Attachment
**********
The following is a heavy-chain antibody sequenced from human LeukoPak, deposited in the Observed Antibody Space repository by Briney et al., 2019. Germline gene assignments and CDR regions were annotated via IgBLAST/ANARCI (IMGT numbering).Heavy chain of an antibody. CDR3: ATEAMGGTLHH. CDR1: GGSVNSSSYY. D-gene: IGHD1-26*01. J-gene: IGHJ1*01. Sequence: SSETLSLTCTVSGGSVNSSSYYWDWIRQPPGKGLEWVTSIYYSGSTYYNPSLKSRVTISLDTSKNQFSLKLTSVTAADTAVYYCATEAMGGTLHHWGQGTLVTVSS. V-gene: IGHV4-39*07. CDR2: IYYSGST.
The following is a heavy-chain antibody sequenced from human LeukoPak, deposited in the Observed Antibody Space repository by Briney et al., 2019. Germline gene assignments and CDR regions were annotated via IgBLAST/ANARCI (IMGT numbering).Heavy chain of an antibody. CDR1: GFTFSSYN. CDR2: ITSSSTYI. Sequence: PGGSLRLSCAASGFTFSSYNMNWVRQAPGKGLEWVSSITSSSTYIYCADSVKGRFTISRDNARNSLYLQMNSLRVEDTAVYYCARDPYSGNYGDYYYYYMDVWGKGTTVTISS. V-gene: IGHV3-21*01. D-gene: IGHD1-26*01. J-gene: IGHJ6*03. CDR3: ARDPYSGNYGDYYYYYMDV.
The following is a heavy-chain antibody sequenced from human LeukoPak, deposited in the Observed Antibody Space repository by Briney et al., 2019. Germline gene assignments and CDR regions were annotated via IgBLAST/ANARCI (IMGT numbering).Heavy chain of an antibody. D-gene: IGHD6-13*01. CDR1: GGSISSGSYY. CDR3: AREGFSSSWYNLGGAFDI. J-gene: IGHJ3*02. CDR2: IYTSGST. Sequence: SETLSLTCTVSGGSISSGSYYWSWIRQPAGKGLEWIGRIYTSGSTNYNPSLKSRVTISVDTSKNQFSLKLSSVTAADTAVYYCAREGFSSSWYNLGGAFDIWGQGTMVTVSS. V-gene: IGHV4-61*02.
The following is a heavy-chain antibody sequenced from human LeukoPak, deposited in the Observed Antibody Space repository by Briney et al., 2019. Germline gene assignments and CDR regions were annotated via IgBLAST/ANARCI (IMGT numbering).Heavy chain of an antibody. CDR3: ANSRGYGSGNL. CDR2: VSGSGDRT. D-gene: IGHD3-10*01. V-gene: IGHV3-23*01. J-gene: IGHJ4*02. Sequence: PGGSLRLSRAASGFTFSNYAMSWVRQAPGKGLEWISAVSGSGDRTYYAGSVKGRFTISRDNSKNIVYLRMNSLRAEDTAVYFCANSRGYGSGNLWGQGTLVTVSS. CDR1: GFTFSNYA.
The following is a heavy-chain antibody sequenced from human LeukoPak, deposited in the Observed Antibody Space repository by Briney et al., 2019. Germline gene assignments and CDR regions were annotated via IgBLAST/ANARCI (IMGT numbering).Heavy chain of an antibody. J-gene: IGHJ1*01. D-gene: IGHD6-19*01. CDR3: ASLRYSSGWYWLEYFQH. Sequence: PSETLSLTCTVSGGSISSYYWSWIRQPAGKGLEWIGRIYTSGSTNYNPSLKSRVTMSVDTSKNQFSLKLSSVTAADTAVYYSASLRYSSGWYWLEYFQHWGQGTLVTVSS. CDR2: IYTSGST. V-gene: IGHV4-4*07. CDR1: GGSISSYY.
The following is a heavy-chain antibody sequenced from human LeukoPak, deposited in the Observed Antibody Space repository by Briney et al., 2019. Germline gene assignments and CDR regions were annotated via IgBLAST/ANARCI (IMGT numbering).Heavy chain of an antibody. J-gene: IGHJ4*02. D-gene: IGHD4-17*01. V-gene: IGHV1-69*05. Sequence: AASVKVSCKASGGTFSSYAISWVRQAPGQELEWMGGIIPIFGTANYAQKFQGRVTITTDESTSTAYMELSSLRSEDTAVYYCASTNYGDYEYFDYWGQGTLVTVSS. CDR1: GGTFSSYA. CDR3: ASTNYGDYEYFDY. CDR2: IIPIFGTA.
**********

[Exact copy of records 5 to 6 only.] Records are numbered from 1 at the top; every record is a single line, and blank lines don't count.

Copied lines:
The following is a heavy-chain antibody sequenced from human LeukoPak, deposited in the Observed Antibody Space repository by Briney et al., 2019. Germline gene assignments and CDR regions were annotated via IgBLAST/ANARCI (IMGT numbering).Heavy chain of an antibody. J-gene: IGHJ1*01. D-gene: IGHD6-19*01. CDR3: ASLRYSSGWYWLEYFQH. Sequence: PSETLSLTCTVSGGSISSYYWSWIRQPAGKGLEWIGRIYTSGSTNYNPSLKSRVTMSVDTSKNQFSLKLSSVTAADTAVYYSASLRYSSGWYWLEYFQHWGQGTLVTVSS. CDR2: IYTSGST. V-gene: IGHV4-4*07. CDR1: GGSISSYY.
The following is a heavy-chain antibody sequenced from human LeukoPak, deposited in the Observed Antibody Space repository by Briney et al., 2019. Germline gene assignments and CDR regions were annotated via IgBLAST/ANARCI (IMGT numbering).Heavy chain of an antibody. J-gene: IGHJ4*02. D-gene: IGHD4-17*01. V-gene: IGHV1-69*05. Sequence: AASVKVSCKASGGTFSSYAISWVRQAPGQELEWMGGIIPIFGTANYAQKFQGRVTITTDESTSTAYMELSSLRSEDTAVYYCASTNYGDYEYFDYWGQGTLVTVSS. CDR1: GGTFSSYA. CDR3: ASTNYGDYEYFDY. CDR2: IIPIFGTA.